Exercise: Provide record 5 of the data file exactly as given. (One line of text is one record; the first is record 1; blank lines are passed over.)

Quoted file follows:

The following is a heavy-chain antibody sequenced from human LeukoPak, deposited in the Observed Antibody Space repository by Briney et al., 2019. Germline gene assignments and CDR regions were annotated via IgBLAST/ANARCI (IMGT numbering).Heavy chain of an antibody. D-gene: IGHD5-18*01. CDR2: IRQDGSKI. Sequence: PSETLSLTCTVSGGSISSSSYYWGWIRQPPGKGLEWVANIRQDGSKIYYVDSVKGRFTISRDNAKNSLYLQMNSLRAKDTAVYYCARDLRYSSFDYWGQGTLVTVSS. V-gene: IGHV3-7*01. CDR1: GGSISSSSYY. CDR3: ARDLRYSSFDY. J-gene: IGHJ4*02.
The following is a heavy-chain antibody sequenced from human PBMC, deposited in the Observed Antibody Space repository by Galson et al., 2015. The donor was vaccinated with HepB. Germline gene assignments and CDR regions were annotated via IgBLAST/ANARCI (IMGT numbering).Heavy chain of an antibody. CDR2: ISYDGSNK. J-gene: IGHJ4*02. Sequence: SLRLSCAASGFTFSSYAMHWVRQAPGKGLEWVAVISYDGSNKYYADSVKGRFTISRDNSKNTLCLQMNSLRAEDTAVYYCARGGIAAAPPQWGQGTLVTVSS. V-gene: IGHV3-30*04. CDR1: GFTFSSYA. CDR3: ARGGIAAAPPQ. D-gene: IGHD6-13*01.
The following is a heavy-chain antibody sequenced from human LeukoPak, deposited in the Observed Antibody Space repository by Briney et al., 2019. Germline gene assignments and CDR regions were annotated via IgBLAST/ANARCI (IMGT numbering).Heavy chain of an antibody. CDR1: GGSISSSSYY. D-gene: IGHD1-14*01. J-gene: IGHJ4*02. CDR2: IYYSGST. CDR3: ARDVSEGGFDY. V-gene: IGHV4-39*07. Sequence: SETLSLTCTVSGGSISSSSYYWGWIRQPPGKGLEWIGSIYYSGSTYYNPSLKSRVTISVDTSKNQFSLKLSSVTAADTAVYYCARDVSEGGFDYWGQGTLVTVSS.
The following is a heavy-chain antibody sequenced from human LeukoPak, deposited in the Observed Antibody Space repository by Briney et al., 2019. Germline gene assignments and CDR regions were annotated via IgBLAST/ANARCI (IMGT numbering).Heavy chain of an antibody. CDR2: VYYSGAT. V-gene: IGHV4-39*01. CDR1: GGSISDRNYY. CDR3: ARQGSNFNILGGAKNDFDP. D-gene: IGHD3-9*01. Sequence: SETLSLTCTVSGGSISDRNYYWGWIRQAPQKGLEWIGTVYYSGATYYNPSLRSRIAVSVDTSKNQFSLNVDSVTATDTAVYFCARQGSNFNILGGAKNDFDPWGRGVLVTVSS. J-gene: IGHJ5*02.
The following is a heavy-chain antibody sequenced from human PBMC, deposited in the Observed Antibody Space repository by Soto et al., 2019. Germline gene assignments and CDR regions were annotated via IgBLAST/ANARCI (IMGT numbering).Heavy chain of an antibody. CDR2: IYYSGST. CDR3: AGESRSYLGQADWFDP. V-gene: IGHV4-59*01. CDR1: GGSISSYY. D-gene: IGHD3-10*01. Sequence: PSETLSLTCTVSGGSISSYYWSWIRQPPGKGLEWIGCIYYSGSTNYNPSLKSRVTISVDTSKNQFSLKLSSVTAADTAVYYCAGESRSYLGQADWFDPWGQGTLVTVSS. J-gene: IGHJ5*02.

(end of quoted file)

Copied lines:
The following is a heavy-chain antibody sequenced from human PBMC, deposited in the Observed Antibody Space repository by Soto et al., 2019. Germline gene assignments and CDR regions were annotated via IgBLAST/ANARCI (IMGT numbering).Heavy chain of an antibody. CDR2: IYYSGST. CDR3: AGESRSYLGQADWFDP. V-gene: IGHV4-59*01. CDR1: GGSISSYY. D-gene: IGHD3-10*01. Sequence: PSETLSLTCTVSGGSISSYYWSWIRQPPGKGLEWIGCIYYSGSTNYNPSLKSRVTISVDTSKNQFSLKLSSVTAADTAVYYCAGESRSYLGQADWFDPWGQGTLVTVSS. J-gene: IGHJ5*02.